Fall Clean Up in the Organic Sustainable Garden

Fall is a good time to start letting your garden be a little messy. I say that because gardens can be too clean, too tidy, and too neat for their own good.

fall clean up in the organic sustainable garden

Fall clean up is a good time to start letting your garden be a little messy. A layer of leaves rotting in the garden bed over the winter and early spring is natures beautifully thought out method of winter mulching and compost creation. And leaving some of those leaves makes fall clean up easier for you. One of Naturally Bubbly’s main rules for Green Living, Laughing, and Loving is that it is better to work with nature rather than to fight against it trying to dominate it. Organic gardening works with nature to improve the soil.

Let nature have its way sometimes and life will get better, I promise.


We have an expression in the gardening world, ‘put the garden to bed’ that means getting your flower garden ready for winter. Getting ready for winter means different things depending on where you live. Here in central Massachusetts, we were in USDA zone 5, but now, apparently, thanks for climate change, we are in zone 6a now.

Putting the garden to bed in zone 4, 5, and 6 for the winter still means making preparations to prevent certain kinds of winter damage to our plants. Plants can get damaged in the winter from extremely cold temps, lots of fluctuations of temperatures between night and day, bright sun, and wind.

Temperature fluctuations during winter can cause soil to expand and contract. This is called frost heaves and it can push plants up out of the ground exposing their crowns to hard freezes. It also can break planting pots that are left outside with soil in them.


Plant Hardiness

Heat Zone Map

Cold Hot Hardiness Map


fall clean up in the sustainable garden

We’ve already mentioned that it’s not sustainable to blow out or suck up all of the organic matter in your garden beds. That breaks one of the cardinal rules of organic gardening. Organic matter feeds the soil by providing food for soil microorganisms and enzymes. These little tiny bugs, as it were, are responsible for keeping our soil alive and nutritious. Without them the soil is dead.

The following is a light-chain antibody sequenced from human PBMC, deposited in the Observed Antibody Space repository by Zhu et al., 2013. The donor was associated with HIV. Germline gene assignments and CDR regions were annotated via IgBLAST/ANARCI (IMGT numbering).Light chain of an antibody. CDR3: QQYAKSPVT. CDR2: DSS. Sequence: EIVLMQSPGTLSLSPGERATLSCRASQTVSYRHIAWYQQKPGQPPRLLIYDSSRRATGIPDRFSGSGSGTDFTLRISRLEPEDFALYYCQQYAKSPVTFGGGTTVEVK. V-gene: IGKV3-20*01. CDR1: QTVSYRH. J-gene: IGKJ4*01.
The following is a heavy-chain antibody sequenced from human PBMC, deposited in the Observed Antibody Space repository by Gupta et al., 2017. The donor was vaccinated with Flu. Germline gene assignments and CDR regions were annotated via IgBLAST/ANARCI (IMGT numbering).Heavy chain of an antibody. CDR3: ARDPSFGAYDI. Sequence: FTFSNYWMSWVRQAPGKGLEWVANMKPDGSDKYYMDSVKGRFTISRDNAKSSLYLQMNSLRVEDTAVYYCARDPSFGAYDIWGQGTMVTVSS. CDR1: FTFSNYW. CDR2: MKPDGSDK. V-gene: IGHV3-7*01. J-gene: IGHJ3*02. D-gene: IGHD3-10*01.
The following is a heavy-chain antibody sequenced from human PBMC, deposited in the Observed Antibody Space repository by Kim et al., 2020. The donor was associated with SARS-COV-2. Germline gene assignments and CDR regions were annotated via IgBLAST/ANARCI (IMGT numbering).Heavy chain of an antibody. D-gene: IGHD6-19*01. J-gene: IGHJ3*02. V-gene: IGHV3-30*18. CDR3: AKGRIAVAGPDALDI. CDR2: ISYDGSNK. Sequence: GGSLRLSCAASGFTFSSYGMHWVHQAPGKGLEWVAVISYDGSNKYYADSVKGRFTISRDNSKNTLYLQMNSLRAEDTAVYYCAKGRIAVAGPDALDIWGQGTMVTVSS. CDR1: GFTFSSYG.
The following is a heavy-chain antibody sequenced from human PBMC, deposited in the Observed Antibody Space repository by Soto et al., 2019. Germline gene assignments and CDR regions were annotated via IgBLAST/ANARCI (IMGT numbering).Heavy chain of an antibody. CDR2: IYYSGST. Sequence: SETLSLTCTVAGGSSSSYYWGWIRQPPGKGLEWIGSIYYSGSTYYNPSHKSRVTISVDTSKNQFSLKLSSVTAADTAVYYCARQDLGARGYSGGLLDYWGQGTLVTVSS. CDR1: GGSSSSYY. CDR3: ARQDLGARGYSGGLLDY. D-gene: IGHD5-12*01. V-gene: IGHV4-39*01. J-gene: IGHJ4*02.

There’s your organics lecture for the day.


fall clean up

Gradually I put my garden and lawn to bed.

  • Vegetable plants I remove completely once they have stopped producing and are killed off by frost. Best to be a little bit tidy around the veg beds to discourage overwintering produce pests. A note about vegetables in the potager garden or in dedicated beds. You should rotate your crops meaning don’t plant the same vegetable in the same spot year after year. It causes imbalances in the soil nutrients and encourages pests to move in. It’s not sustainable!
  • Collect dried zinnia blossoms filled with ripe zinnia seeds before they scatter all about, for next season.
  • Cutting down flower stalks is a selective process. Consider aesthetics and needs of wild birds and leave perennial stalks that can stand up through the winter weather, such as Astilbe, Monarda, Siberian Iris, Rudbeckia, Baptisia, Japanese Anemones, Ornamental Grasses, and other stalks that you think will provide seeds or perches for wildlife as well as making your winter garden more interesting. Just because it’s winter doesn’t mean our garden just stop existing. Shrubs, trees and perennial plants don’t just disappear in the winter. Gardens are to be enjoyed all year round. That is why we pay so much attention to plants with lovely fall foliage, beautiful bark, fascinating branching, and bright berries or pods.